A 20-inch smallmouth bass caught on the Snake River

It has been a cool, wet, windy spring across southern Idaho. While the added rain (and snow!) is a welcome sight, the spotty weather has made it difficult to plan fishing trips and establish consistent patterns, particularly with warmwater species like bass. Still, there are good fishing opportunities to be had for those willing to brave the elements (or lucky enough to catch the occasional bluebird day). Here are some ideas to get you started as you plan your upcoming trips:

Snake River (Bass, Catfish)

I’ve said it before, and it bears repeating: some of the biggest bass of the season are the first ones caught, particularly when it comes to smallmouth on the Snake River. Big, spawning-sized adults become more active more quickly than their smaller counterparts as they prepare to spawn. I recently made a quick stop to fish some new territory along the Snake, and struck gold with a personal-best smallmouth that weighed six pounds! Slow-rolling crankbaits—I like red crayfish patterns, in particular—is a favorite early-season smallmouth pattern for me. Catfish are starting to stir as well. I caught an eight-pound channel cat moments after releasing my monster smallie, and anglers are starting to find good catch rates on cats using cut bait, shrimp and other bottom baits.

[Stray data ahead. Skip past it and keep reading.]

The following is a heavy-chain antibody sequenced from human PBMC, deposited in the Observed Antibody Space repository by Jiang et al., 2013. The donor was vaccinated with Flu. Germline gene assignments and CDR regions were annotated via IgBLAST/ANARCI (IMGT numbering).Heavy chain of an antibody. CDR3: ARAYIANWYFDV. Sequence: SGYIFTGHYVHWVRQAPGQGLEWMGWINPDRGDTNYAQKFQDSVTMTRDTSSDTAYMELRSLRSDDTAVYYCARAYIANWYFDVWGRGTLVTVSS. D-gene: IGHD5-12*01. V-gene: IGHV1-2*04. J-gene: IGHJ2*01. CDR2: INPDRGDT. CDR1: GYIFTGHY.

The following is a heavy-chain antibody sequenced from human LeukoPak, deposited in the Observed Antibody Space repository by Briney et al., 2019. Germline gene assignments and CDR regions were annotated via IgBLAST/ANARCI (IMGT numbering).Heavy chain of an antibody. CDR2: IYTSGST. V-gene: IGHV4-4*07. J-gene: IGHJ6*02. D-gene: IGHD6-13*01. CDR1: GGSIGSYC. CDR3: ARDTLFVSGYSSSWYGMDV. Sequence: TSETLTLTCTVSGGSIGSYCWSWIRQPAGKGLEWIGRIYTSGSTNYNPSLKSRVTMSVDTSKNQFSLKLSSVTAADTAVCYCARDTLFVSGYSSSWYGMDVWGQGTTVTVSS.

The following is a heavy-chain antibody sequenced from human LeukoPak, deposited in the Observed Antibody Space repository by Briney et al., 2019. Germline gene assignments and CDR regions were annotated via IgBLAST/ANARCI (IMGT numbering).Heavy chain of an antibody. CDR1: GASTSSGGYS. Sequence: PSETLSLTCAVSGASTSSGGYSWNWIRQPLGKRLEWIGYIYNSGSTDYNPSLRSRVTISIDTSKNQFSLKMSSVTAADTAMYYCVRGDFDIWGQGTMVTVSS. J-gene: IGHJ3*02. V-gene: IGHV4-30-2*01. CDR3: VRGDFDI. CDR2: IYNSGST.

Local Ponds (Mixed Bag)

Ponds are great spring fishing options for a couple reasons. For one, Fish & Game stocks thousands of catchable-sized rainbow trout during the spring months, providing ample opportunity for anglers to catch trout on spinners, spoons, crankbaits, flies and bait. Bass, panfish and catfish are also common in many local ponds. Most importantly, ponds provide easy, convenient access, allowing you to hit short windows of good weather or make a spontaneous trip if conditions are favorable. Best of all? There are dozens of public ponds to explore across southern Idaho. Get out there and give them a shot!

Brownlee Reservoir (Bass, Crappie, Catfish)

Brownlee has been a good mixed-bag spot this spring, with anglers catching bass, crappie, channel and flathead catfish. The bass, which are mostly smallmouths, are moving into shallow coves and can be caught targeting points and rip-rap banks with crankbaits, jigs and jerkbaits. Brownlee’s crappie schools are not as plentiful as those found at C.J. Strike or Owyhee Reservoir, but there are quality fish to be had if you can locate them. And catfish are always an option at Brownlee. Target channel cats with cut bait, shrimp or worms on the bottom. The larger, less common flatheads prefer moving prey like a deep-diving crankbait.

Boise River

The river has come up a bit, but it’s still in fine shape for chasing rainbow and brown trout with spinners, spoons, Rapalas, flies or bait as of this writing. With the drought conditions, it probably won’t swell as much as it usually does in spring/early summer, but do be mindful of the flows. High, muddy water on the Boise usually means it’s best to turn your attention elsewhere. Tight lines!